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Antlers headline Blue Moose

BY JORDAN MONTGOMERY | MARCH 29, 2012 6:30 AM

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Vocalist and guitarist Peter Silberman will not celebrate his 26th birthday with his family and friends in his home state of New York. Rather, he will spend it in Iowa City, performing with his band, the Antlers, as part of the Mission Creek Music and Arts Festival.

The indie-rock trio will perform at 8 p.m. on Friday at the Blue Moose Tap House, 211 Iowa Ave. Admission is $12 in advance, $15 on the day of the show. The Antlers is brought to Iowa City by SCOPE in collaboration with Mission Creek.

Silberman began the Antlers as a solo project when he moved to Brooklyn from his hometown of Somers, N.Y. In the project's earlier years, he said, it was not easy to grow a solid fanbase in a massive city such as New York City. There were times when performing was miserable.

"It's the kind of place where it's either happening for you or it's really not," Silberman said. "There are so many shows going on at all times. In any given night, there are a number of better options than the show you're putting on — there are probably are five or more established bands that are playing in the area. It can be kind of brutal, to be honest."

In March 2009, after recruiting two musicians to join his act, the band released Hospice, and the member's musical careers underwent a drastic change.

"Once the momentum started building, it happened very quickly," Silberman said. "For us, Hospice was a breakout record; word of mouth started building our popularity very quickly."

The group performed at music festivals in Barcelona, Spain, Montréal, and at Chicago's Lollapalooza in 2010. That year, the Antlers also toured as the opening band for the National.

"I never thought we would be opening for bands that I respect the hell out of," Silberman said. "We toured with the National for a few weeks, and it was an honor because I always looked up to them as musicians, and now I'm friends with those people. It reminds me of how lucky I am to have this job."

Despite its now international acclaim, the musicians in the Antlers have stayed grounded. They approach songwriting collaboratively in their own recording studio and practice space in Brooklyn. Silberman said it is a great space in which the three musicians can bond creatively.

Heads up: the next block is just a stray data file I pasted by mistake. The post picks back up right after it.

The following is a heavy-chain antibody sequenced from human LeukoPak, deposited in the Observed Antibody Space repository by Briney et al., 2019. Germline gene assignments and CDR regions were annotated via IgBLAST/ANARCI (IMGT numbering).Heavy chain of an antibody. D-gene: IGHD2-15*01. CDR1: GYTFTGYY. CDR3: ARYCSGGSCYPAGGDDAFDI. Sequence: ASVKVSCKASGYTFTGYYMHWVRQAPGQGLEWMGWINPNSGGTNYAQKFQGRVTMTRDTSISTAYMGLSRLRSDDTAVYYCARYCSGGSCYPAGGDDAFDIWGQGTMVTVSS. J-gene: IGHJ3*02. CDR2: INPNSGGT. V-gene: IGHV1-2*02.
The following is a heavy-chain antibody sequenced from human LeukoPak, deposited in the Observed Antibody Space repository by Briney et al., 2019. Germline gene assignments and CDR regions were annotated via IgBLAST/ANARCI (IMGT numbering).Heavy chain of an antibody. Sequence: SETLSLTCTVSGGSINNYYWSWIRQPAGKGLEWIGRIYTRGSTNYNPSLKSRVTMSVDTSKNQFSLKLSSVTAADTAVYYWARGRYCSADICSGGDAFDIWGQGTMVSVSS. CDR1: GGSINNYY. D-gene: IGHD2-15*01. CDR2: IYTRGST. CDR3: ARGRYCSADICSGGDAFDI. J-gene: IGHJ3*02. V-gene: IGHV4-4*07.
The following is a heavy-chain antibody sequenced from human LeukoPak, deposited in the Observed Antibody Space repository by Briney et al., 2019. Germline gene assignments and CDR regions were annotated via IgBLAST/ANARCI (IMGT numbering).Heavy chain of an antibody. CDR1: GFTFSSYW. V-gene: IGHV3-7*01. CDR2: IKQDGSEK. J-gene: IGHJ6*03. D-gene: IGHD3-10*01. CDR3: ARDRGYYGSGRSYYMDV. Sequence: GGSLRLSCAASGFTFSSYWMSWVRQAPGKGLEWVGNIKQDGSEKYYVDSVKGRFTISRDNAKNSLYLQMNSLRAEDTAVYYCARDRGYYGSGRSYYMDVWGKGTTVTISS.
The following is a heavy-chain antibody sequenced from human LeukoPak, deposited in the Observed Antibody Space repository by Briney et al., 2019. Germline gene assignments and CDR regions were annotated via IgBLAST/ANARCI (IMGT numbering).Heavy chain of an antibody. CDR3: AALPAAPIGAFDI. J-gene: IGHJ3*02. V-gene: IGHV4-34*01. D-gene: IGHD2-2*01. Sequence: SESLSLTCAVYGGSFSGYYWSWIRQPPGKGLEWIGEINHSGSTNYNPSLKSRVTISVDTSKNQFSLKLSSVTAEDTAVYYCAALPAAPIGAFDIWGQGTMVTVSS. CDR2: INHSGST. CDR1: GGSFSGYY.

The group will return to Iowa City this weekend for the first time in three years. Bands such as the Antlers fit one of the goals of Mission Creek, which focuses on highlighting bands outside the mainstream.

"We're really excited to be bringing the Antlers," said former Daily Iowan employee Zoey Miller, SCOPE's public relations/grass-roots marketing representative. "I think Mission Creek prides itself in bring exemplary indie acts to Iowa City, and the Antlers is a great addition to the festival's lineup."

Iowa City native and University of Iowa freshman Ellie Highland will attend Mission Creek for the first time this year. She was drawn to it after the Antlers' performance was announced.

"They're a very popular band," she said. "I'd never heard of Mission Creek before, and I've lived in Iowa City for a long time, so I think by bringing a well-known indie band, more people will come out to the festival."

As the festival takes over Iowa City this week, more than 100 musical acts will perform at venues across the city. In previous years, more than 5,000 people have shown up to listen to musicians hailing from just down the street or the other side of the world.

The Antlers has performed shows in which audiences number in the thousands, but the band's approach to performing live hasn't changed.

"We definitely try to have a show that feels connected," Silberman said. "We don't ever want to place a show where we feel alienated from the crowd. We are not just guys on stage; we want to create an experience for the people watching and listening."


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